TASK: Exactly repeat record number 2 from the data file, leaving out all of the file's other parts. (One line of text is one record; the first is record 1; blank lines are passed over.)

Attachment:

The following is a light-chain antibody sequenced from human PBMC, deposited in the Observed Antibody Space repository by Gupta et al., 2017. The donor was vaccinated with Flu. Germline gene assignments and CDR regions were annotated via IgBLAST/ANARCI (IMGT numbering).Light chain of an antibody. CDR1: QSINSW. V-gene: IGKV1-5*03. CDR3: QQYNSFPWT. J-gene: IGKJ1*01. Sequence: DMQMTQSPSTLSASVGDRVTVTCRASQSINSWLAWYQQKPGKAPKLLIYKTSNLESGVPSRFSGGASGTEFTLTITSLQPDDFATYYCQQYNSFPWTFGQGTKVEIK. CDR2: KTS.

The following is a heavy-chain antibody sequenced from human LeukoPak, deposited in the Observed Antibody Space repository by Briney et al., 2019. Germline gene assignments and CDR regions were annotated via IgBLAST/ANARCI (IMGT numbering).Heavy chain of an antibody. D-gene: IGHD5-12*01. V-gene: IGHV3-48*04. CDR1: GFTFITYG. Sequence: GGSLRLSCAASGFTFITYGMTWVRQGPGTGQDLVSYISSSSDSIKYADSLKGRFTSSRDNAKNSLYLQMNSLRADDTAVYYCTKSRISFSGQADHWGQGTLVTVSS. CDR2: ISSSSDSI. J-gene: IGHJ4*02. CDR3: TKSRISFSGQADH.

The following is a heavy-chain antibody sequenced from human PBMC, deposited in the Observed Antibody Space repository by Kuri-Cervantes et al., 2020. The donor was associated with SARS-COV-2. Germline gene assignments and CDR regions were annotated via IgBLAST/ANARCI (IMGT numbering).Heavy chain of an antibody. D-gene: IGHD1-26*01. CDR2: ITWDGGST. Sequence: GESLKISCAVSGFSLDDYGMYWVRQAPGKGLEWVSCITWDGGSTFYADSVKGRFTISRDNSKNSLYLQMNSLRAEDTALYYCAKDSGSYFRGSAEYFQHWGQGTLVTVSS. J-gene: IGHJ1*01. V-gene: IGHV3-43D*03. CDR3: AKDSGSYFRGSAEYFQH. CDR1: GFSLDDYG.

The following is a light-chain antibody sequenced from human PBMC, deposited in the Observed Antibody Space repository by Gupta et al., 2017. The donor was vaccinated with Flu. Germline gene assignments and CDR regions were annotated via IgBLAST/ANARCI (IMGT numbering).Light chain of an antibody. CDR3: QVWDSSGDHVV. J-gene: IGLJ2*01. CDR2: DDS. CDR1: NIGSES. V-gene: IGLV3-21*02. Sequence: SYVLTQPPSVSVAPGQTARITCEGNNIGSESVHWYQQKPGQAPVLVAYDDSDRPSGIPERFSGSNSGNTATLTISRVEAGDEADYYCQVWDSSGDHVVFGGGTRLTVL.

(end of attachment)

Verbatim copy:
The following is a heavy-chain antibody sequenced from human LeukoPak, deposited in the Observed Antibody Space repository by Briney et al., 2019. Germline gene assignments and CDR regions were annotated via IgBLAST/ANARCI (IMGT numbering).Heavy chain of an antibody. D-gene: IGHD5-12*01. V-gene: IGHV3-48*04. CDR1: GFTFITYG. Sequence: GGSLRLSCAASGFTFITYGMTWVRQGPGTGQDLVSYISSSSDSIKYADSLKGRFTSSRDNAKNSLYLQMNSLRADDTAVYYCTKSRISFSGQADHWGQGTLVTVSS. CDR2: ISSSSDSI. J-gene: IGHJ4*02. CDR3: TKSRISFSGQADH.